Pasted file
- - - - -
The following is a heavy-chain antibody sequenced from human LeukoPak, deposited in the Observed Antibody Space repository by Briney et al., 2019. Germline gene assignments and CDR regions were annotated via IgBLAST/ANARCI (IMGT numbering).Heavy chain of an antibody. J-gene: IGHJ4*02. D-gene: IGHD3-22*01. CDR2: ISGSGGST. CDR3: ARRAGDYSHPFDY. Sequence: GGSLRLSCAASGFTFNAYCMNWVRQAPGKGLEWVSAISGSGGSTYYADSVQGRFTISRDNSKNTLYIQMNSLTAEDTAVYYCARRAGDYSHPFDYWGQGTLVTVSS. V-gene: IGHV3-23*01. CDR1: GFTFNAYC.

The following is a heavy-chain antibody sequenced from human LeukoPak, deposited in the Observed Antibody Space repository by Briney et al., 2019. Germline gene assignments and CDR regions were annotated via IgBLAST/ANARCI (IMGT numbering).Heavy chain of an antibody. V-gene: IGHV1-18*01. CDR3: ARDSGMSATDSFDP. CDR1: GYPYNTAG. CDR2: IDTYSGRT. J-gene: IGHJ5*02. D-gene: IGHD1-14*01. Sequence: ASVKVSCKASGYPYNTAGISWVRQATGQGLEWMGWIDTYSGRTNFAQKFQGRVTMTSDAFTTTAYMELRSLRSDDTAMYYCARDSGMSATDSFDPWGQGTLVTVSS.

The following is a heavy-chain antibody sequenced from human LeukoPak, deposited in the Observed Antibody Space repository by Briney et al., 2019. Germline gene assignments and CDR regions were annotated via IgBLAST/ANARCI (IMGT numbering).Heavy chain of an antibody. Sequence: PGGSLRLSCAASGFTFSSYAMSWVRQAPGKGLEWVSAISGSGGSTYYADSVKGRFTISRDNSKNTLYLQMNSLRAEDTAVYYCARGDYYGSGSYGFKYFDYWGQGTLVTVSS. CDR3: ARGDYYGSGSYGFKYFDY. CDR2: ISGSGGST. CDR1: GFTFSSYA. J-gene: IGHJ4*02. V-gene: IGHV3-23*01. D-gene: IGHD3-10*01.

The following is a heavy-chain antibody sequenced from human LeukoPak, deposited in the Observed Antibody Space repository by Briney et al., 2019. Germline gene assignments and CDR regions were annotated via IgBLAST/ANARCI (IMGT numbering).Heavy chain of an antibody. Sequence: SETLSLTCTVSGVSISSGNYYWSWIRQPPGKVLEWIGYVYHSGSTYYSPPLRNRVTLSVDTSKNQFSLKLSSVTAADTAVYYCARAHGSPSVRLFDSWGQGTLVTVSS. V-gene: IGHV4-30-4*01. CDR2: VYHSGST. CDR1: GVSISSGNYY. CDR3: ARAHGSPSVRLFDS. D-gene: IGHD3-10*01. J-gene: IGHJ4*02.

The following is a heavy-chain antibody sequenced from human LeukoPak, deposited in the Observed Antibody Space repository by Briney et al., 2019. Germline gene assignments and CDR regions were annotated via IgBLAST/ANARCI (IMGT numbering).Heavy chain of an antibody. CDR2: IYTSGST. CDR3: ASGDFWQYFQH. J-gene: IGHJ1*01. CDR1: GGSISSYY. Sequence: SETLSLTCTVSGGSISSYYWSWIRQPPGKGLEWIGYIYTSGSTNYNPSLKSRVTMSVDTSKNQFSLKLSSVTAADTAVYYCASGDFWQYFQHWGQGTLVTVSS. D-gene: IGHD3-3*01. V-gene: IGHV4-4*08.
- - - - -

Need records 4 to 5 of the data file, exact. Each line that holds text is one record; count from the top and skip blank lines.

The following is a heavy-chain antibody sequenced from human LeukoPak, deposited in the Observed Antibody Space repository by Briney et al., 2019. Germline gene assignments and CDR regions were annotated via IgBLAST/ANARCI (IMGT numbering).Heavy chain of an antibody. Sequence: SETLSLTCTVSGVSISSGNYYWSWIRQPPGKVLEWIGYVYHSGSTYYSPPLRNRVTLSVDTSKNQFSLKLSSVTAADTAVYYCARAHGSPSVRLFDSWGQGTLVTVSS. V-gene: IGHV4-30-4*01. CDR2: VYHSGST. CDR1: GVSISSGNYY. CDR3: ARAHGSPSVRLFDS. D-gene: IGHD3-10*01. J-gene: IGHJ4*02.

The following is a heavy-chain antibody sequenced from human LeukoPak, deposited in the Observed Antibody Space repository by Briney et al., 2019. Germline gene assignments and CDR regions were annotated via IgBLAST/ANARCI (IMGT numbering).Heavy chain of an antibody. CDR2: IYTSGST. CDR3: ASGDFWQYFQH. J-gene: IGHJ1*01. CDR1: GGSISSYY. Sequence: SETLSLTCTVSGGSISSYYWSWIRQPPGKGLEWIGYIYTSGSTNYNPSLKSRVTMSVDTSKNQFSLKLSSVTAADTAVYYCASGDFWQYFQHWGQGTLVTVSS. D-gene: IGHD3-3*01. V-gene: IGHV4-4*08.